The announcement by Cadence now gives companies access to design 3D systems, where before you build you can model and review the entire system chip-to-chip interaction and improve the system’s design to optimize the performance and power before you build.
There are multiple challenges to building 3D packages: Power and thermal challenges, timing challenges, and where to best place different types of chips to achieve optimum performance. The Cadence platform will enable SoC and PCB companies and designers to make the transition to heterogeneous integration and perhaps accelerate or create more options for 3D systems at the packaging houses. It will help with designing significantly as it will help to solidify the standards that have been set for 3D packaging, as well as help with the cadence of tighter pitch on bumping technology The white paper and data sheets suggest that it will speed time to market and make it significantly easier for companies to develop systems based upon chiplet technology (Figure 1).
Intel Innovation Day
After a multi-year hiatus, Intel has brought back its developer conference, now called Innovation Day. CEO, Pat Gelsinger, could also be classified as chief Geek cheerleader, as he was at the center of the 90-minute keynote highlighting Intel’s new direction. While Intel has always been big on hype, it looks like they also have some substance to back up what they are trying to accomplish with respect to regaining the leadership position in the logic transistor race, as well as continuing to drive high performance compute.
During the keynote, Gelsinger discusses the move to what Intel has called the 20A technology node, where Intel will introduce ribbon transistors or gate-all-around (GAA). Gelsinger also discussed monolithic technology or complementary transistors where the transistors will be stacked on top of each other. Some of these technologies will be discussed at length at this year’s IEDM in December, but their introduction to mainstream transistor technology is still a few years away.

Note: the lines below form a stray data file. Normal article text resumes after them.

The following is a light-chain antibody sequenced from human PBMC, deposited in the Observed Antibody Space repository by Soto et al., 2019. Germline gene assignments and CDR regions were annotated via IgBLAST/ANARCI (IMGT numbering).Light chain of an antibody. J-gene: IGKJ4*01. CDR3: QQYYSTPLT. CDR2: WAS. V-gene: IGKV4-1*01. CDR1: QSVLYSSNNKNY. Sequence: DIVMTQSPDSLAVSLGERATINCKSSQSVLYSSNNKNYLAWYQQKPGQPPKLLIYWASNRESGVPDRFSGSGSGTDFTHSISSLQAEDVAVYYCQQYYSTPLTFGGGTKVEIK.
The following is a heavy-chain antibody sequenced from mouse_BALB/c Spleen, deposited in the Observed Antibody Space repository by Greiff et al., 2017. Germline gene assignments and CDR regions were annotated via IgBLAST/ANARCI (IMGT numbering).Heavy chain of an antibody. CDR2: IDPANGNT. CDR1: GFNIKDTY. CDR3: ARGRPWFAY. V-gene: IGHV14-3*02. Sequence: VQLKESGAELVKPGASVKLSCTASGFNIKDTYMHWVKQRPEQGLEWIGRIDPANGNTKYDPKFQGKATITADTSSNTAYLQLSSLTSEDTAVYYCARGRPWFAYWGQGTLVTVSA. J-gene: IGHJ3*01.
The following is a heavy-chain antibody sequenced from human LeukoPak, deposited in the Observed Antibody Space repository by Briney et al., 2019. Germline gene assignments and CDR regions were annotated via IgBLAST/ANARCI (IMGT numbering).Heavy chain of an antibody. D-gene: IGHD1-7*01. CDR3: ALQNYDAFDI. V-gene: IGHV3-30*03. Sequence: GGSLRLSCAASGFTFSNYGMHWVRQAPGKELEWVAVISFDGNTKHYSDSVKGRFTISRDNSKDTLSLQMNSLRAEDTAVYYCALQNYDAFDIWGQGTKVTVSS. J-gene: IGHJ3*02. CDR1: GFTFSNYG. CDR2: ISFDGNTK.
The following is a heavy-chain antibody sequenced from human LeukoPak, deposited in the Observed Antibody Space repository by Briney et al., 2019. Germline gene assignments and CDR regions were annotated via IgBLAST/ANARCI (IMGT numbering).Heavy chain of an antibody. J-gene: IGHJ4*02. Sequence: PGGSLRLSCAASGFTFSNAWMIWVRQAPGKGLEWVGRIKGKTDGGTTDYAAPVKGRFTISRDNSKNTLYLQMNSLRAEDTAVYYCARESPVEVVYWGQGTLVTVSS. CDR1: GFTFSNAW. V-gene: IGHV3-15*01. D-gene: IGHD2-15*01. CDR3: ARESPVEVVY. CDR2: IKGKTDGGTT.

In the packaging space, Gelsinger discussed multi-tile, or chiplet technology and Intel’s packaging roadmap, where they are looking at creating an open chiplet ecosystem in their foundry business. This packaging ecosystem would give the chip industry an additional 3D packaging resource that would be located outside of Asia and could help US-based fabless companies in the development of their 3D packaging systems.
The keynote featured a short discussion with Gordon Moore reflecting a bit on Intel’s history, as Gelsinger emphasized that Moore’s law is still alive and well, and Intel expects to be back in the leadership position very soon.
TSMC Open Innovation Platform
TSMC’s annual OIP forum of its foundry platform gives a good snapshot of the status of the industry for TSMC’s customers and partners. TSMC always does a good job of breaking out the business segments and showing the progress and performance of the different sectors they are focusing the business on. TSMC’s roadmap from N5 to N3 has been well documented so there were no real surprises there or in the packaging space. TSMC will present some details from a foundry on the 2.5D/3D integration at IEDM as well as additional roadmap insights.
From a reporter, analyst perspective it’s nice to be able to be briefed in such a short period of time on the future of the industry, and if we missed anything we can catch up with SEMICON, and IEDM, on the near horizon.